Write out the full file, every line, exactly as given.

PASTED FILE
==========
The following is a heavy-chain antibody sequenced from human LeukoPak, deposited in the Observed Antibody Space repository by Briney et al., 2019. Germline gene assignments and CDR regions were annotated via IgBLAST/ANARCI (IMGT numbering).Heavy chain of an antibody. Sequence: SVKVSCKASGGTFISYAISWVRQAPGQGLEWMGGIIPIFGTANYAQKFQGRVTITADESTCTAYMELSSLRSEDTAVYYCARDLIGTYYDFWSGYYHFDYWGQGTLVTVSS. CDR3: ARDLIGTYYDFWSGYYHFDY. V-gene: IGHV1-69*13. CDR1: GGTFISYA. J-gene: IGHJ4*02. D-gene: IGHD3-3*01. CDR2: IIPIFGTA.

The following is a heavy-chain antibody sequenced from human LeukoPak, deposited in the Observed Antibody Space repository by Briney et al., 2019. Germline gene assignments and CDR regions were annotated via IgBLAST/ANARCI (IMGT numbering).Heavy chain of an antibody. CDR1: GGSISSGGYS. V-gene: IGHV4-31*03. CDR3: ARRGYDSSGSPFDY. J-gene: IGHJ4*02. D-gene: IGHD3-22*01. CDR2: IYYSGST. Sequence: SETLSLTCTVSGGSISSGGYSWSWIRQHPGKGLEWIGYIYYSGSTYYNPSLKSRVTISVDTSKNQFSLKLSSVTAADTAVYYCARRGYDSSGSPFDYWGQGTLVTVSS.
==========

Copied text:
The following is a heavy-chain antibody sequenced from human LeukoPak, deposited in the Observed Antibody Space repository by Briney et al., 2019. Germline gene assignments and CDR regions were annotated via IgBLAST/ANARCI (IMGT numbering).Heavy chain of an antibody. Sequence: SVKVSCKASGGTFISYAISWVRQAPGQGLEWMGGIIPIFGTANYAQKFQGRVTITADESTCTAYMELSSLRSEDTAVYYCARDLIGTYYDFWSGYYHFDYWGQGTLVTVSS. CDR3: ARDLIGTYYDFWSGYYHFDY. V-gene: IGHV1-69*13. CDR1: GGTFISYA. J-gene: IGHJ4*02. D-gene: IGHD3-3*01. CDR2: IIPIFGTA.

The following is a heavy-chain antibody sequenced from human LeukoPak, deposited in the Observed Antibody Space repository by Briney et al., 2019. Germline gene assignments and CDR regions were annotated via IgBLAST/ANARCI (IMGT numbering).Heavy chain of an antibody. CDR1: GGSISSGGYS. V-gene: IGHV4-31*03. CDR3: ARRGYDSSGSPFDY. J-gene: IGHJ4*02. D-gene: IGHD3-22*01. CDR2: IYYSGST. Sequence: SETLSLTCTVSGGSISSGGYSWSWIRQHPGKGLEWIGYIYYSGSTYYNPSLKSRVTISVDTSKNQFSLKLSSVTAADTAVYYCARRGYDSSGSPFDYWGQGTLVTVSS.